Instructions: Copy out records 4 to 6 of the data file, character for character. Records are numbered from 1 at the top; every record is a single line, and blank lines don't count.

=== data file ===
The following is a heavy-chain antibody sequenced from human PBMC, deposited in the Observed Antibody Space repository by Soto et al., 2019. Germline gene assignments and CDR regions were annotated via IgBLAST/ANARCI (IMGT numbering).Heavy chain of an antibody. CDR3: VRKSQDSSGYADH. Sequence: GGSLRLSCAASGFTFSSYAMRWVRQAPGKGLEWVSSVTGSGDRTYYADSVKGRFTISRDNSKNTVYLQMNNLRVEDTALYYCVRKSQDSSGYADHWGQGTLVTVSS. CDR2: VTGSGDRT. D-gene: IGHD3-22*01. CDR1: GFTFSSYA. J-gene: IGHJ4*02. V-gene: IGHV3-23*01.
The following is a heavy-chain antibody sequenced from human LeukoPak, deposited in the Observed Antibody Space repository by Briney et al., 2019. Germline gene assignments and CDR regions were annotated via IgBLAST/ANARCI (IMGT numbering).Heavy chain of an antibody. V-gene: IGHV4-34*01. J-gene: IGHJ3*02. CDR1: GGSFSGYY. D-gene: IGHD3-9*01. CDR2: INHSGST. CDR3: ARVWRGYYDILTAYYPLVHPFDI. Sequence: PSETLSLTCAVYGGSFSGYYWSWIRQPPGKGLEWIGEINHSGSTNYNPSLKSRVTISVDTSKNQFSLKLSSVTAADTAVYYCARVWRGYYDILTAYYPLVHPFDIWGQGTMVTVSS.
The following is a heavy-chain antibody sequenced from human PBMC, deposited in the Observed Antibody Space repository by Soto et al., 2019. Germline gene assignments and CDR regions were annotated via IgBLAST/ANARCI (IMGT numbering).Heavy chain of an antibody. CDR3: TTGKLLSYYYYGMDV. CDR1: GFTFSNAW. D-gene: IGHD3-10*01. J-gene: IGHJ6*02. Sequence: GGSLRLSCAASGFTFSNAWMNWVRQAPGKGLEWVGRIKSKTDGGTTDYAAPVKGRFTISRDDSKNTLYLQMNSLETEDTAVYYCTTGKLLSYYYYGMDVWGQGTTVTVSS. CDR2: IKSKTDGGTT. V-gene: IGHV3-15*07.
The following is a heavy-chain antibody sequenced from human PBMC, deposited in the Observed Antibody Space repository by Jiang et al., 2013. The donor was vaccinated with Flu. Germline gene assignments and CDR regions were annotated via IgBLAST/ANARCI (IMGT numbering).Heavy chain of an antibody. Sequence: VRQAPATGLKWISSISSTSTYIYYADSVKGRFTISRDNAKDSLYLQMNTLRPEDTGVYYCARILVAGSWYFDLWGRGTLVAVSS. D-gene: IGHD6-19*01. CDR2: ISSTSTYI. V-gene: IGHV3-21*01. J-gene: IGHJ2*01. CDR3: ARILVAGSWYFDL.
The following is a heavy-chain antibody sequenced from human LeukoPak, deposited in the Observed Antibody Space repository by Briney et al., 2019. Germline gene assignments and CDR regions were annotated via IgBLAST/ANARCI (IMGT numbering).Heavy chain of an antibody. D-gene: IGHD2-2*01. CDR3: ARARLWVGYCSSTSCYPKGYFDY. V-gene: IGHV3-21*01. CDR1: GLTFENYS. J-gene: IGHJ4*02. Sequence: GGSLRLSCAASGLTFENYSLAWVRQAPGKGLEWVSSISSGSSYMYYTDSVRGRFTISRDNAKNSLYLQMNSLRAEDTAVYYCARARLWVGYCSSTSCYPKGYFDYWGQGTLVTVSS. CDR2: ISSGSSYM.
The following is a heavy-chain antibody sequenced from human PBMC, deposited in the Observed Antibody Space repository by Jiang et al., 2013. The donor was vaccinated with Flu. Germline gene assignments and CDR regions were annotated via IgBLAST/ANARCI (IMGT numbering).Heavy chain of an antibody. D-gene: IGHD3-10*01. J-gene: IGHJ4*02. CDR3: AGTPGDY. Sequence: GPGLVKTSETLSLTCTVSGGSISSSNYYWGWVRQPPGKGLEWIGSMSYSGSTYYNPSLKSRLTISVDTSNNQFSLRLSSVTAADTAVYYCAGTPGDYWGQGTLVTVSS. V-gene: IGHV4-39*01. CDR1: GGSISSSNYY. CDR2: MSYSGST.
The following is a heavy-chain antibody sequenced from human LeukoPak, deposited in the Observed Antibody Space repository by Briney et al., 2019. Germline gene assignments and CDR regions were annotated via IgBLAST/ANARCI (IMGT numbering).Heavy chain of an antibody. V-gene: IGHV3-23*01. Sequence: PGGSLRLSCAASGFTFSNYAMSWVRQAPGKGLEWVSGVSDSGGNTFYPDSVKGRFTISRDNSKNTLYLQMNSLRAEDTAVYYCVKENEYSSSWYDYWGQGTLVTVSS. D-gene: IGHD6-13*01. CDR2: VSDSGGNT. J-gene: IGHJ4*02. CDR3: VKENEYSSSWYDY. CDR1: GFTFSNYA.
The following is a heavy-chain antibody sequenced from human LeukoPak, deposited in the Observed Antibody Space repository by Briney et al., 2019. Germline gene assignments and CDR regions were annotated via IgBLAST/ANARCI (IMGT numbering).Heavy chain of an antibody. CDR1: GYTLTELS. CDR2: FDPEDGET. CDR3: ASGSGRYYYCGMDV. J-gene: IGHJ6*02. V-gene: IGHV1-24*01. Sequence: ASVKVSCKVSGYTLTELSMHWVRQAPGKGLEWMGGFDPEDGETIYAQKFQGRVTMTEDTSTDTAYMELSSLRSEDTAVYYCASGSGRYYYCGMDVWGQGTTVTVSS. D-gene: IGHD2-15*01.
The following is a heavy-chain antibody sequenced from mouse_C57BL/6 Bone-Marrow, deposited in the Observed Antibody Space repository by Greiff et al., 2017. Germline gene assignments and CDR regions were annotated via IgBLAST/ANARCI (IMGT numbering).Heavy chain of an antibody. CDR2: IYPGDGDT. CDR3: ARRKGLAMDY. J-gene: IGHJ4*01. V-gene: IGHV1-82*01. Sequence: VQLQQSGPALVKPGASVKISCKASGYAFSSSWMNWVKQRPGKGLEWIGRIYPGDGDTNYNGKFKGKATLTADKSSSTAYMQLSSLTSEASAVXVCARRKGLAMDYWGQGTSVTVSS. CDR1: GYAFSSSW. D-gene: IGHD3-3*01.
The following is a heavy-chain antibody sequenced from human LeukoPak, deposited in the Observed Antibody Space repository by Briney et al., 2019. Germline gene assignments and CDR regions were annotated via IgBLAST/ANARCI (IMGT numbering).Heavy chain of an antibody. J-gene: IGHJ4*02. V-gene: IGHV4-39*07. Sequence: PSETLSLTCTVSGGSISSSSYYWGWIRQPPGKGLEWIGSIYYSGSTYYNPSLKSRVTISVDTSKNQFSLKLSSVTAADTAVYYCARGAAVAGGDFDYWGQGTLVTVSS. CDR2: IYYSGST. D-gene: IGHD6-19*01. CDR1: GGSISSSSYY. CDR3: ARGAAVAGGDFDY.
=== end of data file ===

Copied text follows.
The following is a heavy-chain antibody sequenced from human PBMC, deposited in the Observed Antibody Space repository by Jiang et al., 2013. The donor was vaccinated with Flu. Germline gene assignments and CDR regions were annotated via IgBLAST/ANARCI (IMGT numbering).Heavy chain of an antibody. Sequence: VRQAPATGLKWISSISSTSTYIYYADSVKGRFTISRDNAKDSLYLQMNTLRPEDTGVYYCARILVAGSWYFDLWGRGTLVAVSS. D-gene: IGHD6-19*01. CDR2: ISSTSTYI. V-gene: IGHV3-21*01. J-gene: IGHJ2*01. CDR3: ARILVAGSWYFDL.
The following is a heavy-chain antibody sequenced from human LeukoPak, deposited in the Observed Antibody Space repository by Briney et al., 2019. Germline gene assignments and CDR regions were annotated via IgBLAST/ANARCI (IMGT numbering).Heavy chain of an antibody. D-gene: IGHD2-2*01. CDR3: ARARLWVGYCSSTSCYPKGYFDY. V-gene: IGHV3-21*01. CDR1: GLTFENYS. J-gene: IGHJ4*02. Sequence: GGSLRLSCAASGLTFENYSLAWVRQAPGKGLEWVSSISSGSSYMYYTDSVRGRFTISRDNAKNSLYLQMNSLRAEDTAVYYCARARLWVGYCSSTSCYPKGYFDYWGQGTLVTVSS. CDR2: ISSGSSYM.
The following is a heavy-chain antibody sequenced from human PBMC, deposited in the Observed Antibody Space repository by Jiang et al., 2013. The donor was vaccinated with Flu. Germline gene assignments and CDR regions were annotated via IgBLAST/ANARCI (IMGT numbering).Heavy chain of an antibody. D-gene: IGHD3-10*01. J-gene: IGHJ4*02. CDR3: AGTPGDY. Sequence: GPGLVKTSETLSLTCTVSGGSISSSNYYWGWVRQPPGKGLEWIGSMSYSGSTYYNPSLKSRLTISVDTSNNQFSLRLSSVTAADTAVYYCAGTPGDYWGQGTLVTVSS. V-gene: IGHV4-39*01. CDR1: GGSISSSNYY. CDR2: MSYSGST.